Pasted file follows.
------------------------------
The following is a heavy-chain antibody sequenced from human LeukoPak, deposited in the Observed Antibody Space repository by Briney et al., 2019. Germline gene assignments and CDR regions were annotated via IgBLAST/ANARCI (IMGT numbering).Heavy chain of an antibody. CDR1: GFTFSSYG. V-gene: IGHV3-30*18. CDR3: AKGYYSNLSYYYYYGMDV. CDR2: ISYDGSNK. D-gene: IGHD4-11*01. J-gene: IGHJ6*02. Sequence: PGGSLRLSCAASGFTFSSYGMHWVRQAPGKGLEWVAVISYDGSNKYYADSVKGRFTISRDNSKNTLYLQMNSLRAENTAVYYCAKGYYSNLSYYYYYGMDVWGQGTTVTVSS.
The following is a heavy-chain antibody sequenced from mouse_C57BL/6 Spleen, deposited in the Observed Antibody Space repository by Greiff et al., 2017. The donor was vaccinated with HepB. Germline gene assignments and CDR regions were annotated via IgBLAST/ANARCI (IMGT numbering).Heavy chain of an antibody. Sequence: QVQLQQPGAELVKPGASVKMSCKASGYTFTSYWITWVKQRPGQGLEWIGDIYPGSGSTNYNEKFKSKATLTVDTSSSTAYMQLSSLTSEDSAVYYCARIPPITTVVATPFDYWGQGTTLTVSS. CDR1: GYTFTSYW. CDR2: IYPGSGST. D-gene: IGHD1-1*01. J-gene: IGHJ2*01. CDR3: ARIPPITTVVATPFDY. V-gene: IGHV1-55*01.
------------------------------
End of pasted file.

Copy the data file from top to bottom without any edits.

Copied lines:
The following is a heavy-chain antibody sequenced from human LeukoPak, deposited in the Observed Antibody Space repository by Briney et al., 2019. Germline gene assignments and CDR regions were annotated via IgBLAST/ANARCI (IMGT numbering).Heavy chain of an antibody. CDR1: GFTFSSYG. V-gene: IGHV3-30*18. CDR3: AKGYYSNLSYYYYYGMDV. CDR2: ISYDGSNK. D-gene: IGHD4-11*01. J-gene: IGHJ6*02. Sequence: PGGSLRLSCAASGFTFSSYGMHWVRQAPGKGLEWVAVISYDGSNKYYADSVKGRFTISRDNSKNTLYLQMNSLRAENTAVYYCAKGYYSNLSYYYYYGMDVWGQGTTVTVSS.
The following is a heavy-chain antibody sequenced from mouse_C57BL/6 Spleen, deposited in the Observed Antibody Space repository by Greiff et al., 2017. The donor was vaccinated with HepB. Germline gene assignments and CDR regions were annotated via IgBLAST/ANARCI (IMGT numbering).Heavy chain of an antibody. Sequence: QVQLQQPGAELVKPGASVKMSCKASGYTFTSYWITWVKQRPGQGLEWIGDIYPGSGSTNYNEKFKSKATLTVDTSSSTAYMQLSSLTSEDSAVYYCARIPPITTVVATPFDYWGQGTTLTVSS. CDR1: GYTFTSYW. CDR2: IYPGSGST. D-gene: IGHD1-1*01. J-gene: IGHJ2*01. CDR3: ARIPPITTVVATPFDY. V-gene: IGHV1-55*01.